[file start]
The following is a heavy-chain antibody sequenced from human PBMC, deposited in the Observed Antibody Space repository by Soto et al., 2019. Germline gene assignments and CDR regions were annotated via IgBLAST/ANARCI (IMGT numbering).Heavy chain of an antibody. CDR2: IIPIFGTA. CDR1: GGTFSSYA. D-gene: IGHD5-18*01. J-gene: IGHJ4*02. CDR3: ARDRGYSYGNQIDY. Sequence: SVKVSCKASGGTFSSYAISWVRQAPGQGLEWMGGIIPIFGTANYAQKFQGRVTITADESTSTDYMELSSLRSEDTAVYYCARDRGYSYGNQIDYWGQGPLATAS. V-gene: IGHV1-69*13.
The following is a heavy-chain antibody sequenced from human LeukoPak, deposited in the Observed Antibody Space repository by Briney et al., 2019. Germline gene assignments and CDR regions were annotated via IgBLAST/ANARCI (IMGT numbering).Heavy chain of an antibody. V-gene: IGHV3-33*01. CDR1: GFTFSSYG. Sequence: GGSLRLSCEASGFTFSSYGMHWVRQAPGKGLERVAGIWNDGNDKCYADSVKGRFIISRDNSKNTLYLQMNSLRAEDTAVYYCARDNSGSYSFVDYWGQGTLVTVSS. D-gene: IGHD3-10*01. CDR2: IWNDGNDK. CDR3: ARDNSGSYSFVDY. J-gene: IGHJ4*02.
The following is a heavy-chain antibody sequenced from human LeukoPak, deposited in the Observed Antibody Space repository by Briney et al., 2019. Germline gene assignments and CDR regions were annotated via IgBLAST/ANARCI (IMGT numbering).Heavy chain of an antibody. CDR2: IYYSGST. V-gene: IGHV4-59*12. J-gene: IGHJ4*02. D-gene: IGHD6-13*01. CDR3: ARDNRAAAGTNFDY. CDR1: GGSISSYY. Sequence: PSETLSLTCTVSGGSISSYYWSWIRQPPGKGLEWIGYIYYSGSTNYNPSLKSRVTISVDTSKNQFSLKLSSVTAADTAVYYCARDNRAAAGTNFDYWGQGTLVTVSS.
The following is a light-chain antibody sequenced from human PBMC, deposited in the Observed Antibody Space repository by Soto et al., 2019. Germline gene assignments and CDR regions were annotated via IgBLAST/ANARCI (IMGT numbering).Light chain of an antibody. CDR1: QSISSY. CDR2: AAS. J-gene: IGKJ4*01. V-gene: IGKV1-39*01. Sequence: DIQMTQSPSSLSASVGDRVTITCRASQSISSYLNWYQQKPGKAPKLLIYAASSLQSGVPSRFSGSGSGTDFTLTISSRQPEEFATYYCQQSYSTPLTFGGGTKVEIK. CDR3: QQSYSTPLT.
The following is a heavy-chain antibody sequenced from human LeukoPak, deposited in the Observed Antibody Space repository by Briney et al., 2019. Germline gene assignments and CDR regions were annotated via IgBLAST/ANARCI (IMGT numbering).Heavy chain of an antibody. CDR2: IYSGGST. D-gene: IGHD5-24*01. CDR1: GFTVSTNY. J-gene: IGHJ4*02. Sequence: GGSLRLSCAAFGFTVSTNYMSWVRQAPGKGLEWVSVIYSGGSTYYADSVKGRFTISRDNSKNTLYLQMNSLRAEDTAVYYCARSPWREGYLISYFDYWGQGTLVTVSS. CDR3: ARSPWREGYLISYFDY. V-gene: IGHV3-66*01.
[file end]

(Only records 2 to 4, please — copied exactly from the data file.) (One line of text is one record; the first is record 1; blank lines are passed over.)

The following is a heavy-chain antibody sequenced from human LeukoPak, deposited in the Observed Antibody Space repository by Briney et al., 2019. Germline gene assignments and CDR regions were annotated via IgBLAST/ANARCI (IMGT numbering).Heavy chain of an antibody. V-gene: IGHV3-33*01. CDR1: GFTFSSYG. Sequence: GGSLRLSCEASGFTFSSYGMHWVRQAPGKGLERVAGIWNDGNDKCYADSVKGRFIISRDNSKNTLYLQMNSLRAEDTAVYYCARDNSGSYSFVDYWGQGTLVTVSS. D-gene: IGHD3-10*01. CDR2: IWNDGNDK. CDR3: ARDNSGSYSFVDY. J-gene: IGHJ4*02.
The following is a heavy-chain antibody sequenced from human LeukoPak, deposited in the Observed Antibody Space repository by Briney et al., 2019. Germline gene assignments and CDR regions were annotated via IgBLAST/ANARCI (IMGT numbering).Heavy chain of an antibody. CDR2: IYYSGST. V-gene: IGHV4-59*12. J-gene: IGHJ4*02. D-gene: IGHD6-13*01. CDR3: ARDNRAAAGTNFDY. CDR1: GGSISSYY. Sequence: PSETLSLTCTVSGGSISSYYWSWIRQPPGKGLEWIGYIYYSGSTNYNPSLKSRVTISVDTSKNQFSLKLSSVTAADTAVYYCARDNRAAAGTNFDYWGQGTLVTVSS.
The following is a light-chain antibody sequenced from human PBMC, deposited in the Observed Antibody Space repository by Soto et al., 2019. Germline gene assignments and CDR regions were annotated via IgBLAST/ANARCI (IMGT numbering).Light chain of an antibody. CDR1: QSISSY. CDR2: AAS. J-gene: IGKJ4*01. V-gene: IGKV1-39*01. Sequence: DIQMTQSPSSLSASVGDRVTITCRASQSISSYLNWYQQKPGKAPKLLIYAASSLQSGVPSRFSGSGSGTDFTLTISSRQPEEFATYYCQQSYSTPLTFGGGTKVEIK. CDR3: QQSYSTPLT.